On a regular basis I am asked to hang doors. Often the customer informs me that they have the doors and all the ‘furniture’ (hinges, handles, locks etc.). At the moment oak veneered doors seem to be in vogue. These doors weigh 25kg plus, then you have to consider that the latches and levers or handles add another 2-4kg. The customer can easily have parted with £150-£200 for each door set, but no consideration has been given to the hinges, and more often than not the cheapest are purchased as long as they are the right colour/finish. Those cheap hinges come with screws that I put straight in the bin as they sit proud of the hinge leaf, causing binding which in turn causes the screws to eventually pull out.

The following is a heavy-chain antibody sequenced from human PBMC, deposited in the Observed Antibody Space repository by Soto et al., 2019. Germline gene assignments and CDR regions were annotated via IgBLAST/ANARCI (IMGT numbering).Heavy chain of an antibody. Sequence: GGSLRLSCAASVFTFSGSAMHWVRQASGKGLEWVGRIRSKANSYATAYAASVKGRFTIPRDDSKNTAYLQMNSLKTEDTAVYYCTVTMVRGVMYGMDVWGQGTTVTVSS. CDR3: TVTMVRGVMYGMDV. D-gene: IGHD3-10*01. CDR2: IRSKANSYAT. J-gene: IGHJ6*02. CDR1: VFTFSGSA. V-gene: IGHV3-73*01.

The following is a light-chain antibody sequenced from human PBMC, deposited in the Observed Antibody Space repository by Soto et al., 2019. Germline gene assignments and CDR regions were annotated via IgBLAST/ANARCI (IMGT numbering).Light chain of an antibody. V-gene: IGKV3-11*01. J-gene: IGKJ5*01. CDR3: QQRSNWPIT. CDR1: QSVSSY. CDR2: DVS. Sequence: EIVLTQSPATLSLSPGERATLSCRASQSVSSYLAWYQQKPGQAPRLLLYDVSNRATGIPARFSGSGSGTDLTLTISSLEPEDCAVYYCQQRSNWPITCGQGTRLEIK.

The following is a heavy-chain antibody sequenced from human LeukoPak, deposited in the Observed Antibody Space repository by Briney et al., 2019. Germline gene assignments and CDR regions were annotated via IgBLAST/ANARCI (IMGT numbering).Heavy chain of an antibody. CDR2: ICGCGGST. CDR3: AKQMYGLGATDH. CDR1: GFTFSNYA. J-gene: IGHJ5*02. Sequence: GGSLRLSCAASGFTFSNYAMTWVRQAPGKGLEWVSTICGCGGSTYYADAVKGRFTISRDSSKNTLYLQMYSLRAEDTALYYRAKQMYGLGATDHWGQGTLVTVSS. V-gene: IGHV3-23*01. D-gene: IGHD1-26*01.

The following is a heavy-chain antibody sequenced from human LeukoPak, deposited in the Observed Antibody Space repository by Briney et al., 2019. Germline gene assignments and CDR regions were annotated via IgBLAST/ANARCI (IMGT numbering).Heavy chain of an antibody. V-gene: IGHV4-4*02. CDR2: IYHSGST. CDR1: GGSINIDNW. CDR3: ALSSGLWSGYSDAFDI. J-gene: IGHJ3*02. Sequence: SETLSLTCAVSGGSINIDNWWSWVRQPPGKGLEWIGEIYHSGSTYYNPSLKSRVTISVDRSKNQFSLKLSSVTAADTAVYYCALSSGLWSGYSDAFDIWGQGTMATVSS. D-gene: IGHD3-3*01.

So without getting too pedantic about hinges, if time is spent ensuring that the correct grade hinge is used there will be no future problems.
The most important things to consider are the weight of the door and the application. By application I mean is it in a light domestic situation? An office? A potentially high traffic area? Interior or exterior? Fire rated? If that’s the case, is there a door closure? If there is, add 25% to the door mass.
Hinge grades are from 1 to 14, grade 1 being the lightest and grade 14 the heaviest.
The most common ones available are grades 7, 9, 11, 12, and 13. I personally would not use anything under a 5, even for light weight interior panelled doors.
Grade 7: Max door weight 40kg tested to 200,000 cycles (opening and closing a door)
Grade 9: Max door weight 60kg tested to 25,000 cycles